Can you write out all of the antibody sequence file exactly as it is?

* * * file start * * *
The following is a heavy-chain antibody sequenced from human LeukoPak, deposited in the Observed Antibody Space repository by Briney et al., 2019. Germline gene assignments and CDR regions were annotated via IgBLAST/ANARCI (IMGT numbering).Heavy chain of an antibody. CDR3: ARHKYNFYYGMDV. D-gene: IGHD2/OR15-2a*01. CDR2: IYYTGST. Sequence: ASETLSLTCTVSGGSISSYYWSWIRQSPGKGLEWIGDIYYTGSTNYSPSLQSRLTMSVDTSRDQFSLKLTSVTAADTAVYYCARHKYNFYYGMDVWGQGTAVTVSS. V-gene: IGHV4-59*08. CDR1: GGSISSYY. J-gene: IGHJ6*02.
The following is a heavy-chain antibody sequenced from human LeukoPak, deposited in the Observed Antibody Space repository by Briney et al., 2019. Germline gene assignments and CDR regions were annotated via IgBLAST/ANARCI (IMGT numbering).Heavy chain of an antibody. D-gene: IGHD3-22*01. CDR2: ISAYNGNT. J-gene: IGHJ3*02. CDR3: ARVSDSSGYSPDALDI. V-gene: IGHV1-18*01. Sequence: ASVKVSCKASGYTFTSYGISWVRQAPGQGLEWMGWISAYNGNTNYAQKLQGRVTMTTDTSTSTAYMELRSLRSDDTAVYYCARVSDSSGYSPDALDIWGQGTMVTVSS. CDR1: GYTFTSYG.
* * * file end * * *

The following is a heavy-chain antibody sequenced from human LeukoPak, deposited in the Observed Antibody Space repository by Briney et al., 2019. Germline gene assignments and CDR regions were annotated via IgBLAST/ANARCI (IMGT numbering).Heavy chain of an antibody. CDR3: ARHKYNFYYGMDV. D-gene: IGHD2/OR15-2a*01. CDR2: IYYTGST. Sequence: ASETLSLTCTVSGGSISSYYWSWIRQSPGKGLEWIGDIYYTGSTNYSPSLQSRLTMSVDTSRDQFSLKLTSVTAADTAVYYCARHKYNFYYGMDVWGQGTAVTVSS. V-gene: IGHV4-59*08. CDR1: GGSISSYY. J-gene: IGHJ6*02.
The following is a heavy-chain antibody sequenced from human LeukoPak, deposited in the Observed Antibody Space repository by Briney et al., 2019. Germline gene assignments and CDR regions were annotated via IgBLAST/ANARCI (IMGT numbering).Heavy chain of an antibody. D-gene: IGHD3-22*01. CDR2: ISAYNGNT. J-gene: IGHJ3*02. CDR3: ARVSDSSGYSPDALDI. V-gene: IGHV1-18*01. Sequence: ASVKVSCKASGYTFTSYGISWVRQAPGQGLEWMGWISAYNGNTNYAQKLQGRVTMTTDTSTSTAYMELRSLRSDDTAVYYCARVSDSSGYSPDALDIWGQGTMVTVSS. CDR1: GYTFTSYG.